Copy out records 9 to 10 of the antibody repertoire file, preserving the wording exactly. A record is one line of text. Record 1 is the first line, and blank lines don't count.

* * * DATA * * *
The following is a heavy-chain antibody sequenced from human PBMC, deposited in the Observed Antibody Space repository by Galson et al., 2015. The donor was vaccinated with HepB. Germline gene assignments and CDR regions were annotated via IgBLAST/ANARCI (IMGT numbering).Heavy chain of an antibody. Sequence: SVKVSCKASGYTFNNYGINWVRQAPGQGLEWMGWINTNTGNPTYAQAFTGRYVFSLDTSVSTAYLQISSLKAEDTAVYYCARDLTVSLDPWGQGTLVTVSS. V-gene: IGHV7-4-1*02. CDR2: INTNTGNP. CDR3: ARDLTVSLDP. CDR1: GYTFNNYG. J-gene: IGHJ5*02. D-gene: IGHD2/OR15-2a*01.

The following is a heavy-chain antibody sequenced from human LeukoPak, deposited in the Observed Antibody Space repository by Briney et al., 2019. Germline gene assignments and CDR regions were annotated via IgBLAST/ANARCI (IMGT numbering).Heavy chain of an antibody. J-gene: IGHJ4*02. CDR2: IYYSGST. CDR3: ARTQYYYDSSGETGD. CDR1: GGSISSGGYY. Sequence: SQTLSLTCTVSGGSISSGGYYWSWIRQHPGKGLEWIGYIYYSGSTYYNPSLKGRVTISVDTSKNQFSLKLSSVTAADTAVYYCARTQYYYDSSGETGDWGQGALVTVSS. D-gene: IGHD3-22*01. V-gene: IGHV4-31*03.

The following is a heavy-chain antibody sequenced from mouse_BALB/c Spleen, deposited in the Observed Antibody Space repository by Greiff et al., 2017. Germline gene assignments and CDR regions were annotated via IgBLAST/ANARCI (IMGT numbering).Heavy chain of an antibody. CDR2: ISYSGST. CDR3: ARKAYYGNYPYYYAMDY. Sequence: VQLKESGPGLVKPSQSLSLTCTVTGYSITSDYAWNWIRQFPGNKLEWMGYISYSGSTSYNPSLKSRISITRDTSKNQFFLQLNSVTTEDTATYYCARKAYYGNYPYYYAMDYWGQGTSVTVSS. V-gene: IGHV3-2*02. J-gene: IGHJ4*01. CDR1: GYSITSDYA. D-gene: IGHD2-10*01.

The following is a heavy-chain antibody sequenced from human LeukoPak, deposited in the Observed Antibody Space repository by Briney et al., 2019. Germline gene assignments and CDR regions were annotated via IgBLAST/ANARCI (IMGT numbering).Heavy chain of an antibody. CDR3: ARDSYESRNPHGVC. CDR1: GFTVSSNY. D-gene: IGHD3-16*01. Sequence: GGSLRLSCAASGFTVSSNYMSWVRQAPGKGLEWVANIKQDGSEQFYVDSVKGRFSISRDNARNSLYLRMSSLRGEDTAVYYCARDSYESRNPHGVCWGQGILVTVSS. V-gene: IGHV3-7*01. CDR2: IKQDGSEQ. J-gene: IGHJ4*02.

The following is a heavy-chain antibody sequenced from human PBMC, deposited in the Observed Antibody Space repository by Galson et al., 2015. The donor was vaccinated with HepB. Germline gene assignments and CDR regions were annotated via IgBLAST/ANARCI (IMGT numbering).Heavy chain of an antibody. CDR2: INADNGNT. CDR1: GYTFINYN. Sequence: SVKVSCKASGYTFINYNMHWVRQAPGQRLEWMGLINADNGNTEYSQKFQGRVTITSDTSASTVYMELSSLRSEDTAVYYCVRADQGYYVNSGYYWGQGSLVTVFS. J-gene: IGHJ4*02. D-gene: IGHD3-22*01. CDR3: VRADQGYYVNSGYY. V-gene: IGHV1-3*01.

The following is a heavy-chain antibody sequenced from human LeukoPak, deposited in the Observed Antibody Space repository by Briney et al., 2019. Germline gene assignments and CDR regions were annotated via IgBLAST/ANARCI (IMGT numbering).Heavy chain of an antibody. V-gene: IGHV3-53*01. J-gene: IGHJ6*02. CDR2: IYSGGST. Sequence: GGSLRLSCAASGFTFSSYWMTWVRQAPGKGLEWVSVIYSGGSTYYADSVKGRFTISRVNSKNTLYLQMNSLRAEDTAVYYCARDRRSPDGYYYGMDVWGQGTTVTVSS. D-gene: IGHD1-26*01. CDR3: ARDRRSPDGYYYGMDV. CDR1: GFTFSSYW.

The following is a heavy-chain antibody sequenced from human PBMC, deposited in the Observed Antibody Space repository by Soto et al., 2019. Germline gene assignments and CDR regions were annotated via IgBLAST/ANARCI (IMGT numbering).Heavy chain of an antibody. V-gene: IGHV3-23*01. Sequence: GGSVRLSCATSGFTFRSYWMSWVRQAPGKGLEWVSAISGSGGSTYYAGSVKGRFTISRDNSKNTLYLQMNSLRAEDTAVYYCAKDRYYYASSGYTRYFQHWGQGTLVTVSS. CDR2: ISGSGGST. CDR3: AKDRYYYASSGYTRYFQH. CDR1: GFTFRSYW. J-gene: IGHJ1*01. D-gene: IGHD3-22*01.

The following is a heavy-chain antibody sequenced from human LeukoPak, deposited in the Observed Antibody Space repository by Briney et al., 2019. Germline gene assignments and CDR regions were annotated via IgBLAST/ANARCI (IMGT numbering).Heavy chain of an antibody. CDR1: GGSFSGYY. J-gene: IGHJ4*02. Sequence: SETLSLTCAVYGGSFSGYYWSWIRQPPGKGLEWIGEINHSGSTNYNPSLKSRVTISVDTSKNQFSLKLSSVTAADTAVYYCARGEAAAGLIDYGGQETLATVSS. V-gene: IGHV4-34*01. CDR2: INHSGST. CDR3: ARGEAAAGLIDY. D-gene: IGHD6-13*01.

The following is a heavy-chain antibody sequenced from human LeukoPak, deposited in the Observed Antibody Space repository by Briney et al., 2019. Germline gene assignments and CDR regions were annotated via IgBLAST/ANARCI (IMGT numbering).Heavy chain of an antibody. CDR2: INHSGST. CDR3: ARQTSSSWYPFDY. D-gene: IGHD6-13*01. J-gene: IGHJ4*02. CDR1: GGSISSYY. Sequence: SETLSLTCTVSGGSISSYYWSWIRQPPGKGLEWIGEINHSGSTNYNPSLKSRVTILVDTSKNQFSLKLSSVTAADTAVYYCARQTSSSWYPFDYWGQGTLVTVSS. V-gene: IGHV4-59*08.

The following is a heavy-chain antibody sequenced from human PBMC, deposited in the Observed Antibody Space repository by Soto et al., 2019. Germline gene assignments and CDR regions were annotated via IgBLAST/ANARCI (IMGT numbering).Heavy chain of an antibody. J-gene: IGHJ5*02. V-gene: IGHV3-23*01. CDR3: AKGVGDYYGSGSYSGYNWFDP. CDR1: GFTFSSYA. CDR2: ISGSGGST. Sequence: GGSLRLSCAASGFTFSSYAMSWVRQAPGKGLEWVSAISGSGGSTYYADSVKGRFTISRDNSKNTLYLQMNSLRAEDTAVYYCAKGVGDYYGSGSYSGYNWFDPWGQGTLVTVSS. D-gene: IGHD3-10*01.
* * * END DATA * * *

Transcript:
The following is a heavy-chain antibody sequenced from human LeukoPak, deposited in the Observed Antibody Space repository by Briney et al., 2019. Germline gene assignments and CDR regions were annotated via IgBLAST/ANARCI (IMGT numbering).Heavy chain of an antibody. CDR2: INHSGST. CDR3: ARQTSSSWYPFDY. D-gene: IGHD6-13*01. J-gene: IGHJ4*02. CDR1: GGSISSYY. Sequence: SETLSLTCTVSGGSISSYYWSWIRQPPGKGLEWIGEINHSGSTNYNPSLKSRVTILVDTSKNQFSLKLSSVTAADTAVYYCARQTSSSWYPFDYWGQGTLVTVSS. V-gene: IGHV4-59*08.

The following is a heavy-chain antibody sequenced from human PBMC, deposited in the Observed Antibody Space repository by Soto et al., 2019. Germline gene assignments and CDR regions were annotated via IgBLAST/ANARCI (IMGT numbering).Heavy chain of an antibody. J-gene: IGHJ5*02. V-gene: IGHV3-23*01. CDR3: AKGVGDYYGSGSYSGYNWFDP. CDR1: GFTFSSYA. CDR2: ISGSGGST. Sequence: GGSLRLSCAASGFTFSSYAMSWVRQAPGKGLEWVSAISGSGGSTYYADSVKGRFTISRDNSKNTLYLQMNSLRAEDTAVYYCAKGVGDYYGSGSYSGYNWFDPWGQGTLVTVSS. D-gene: IGHD3-10*01.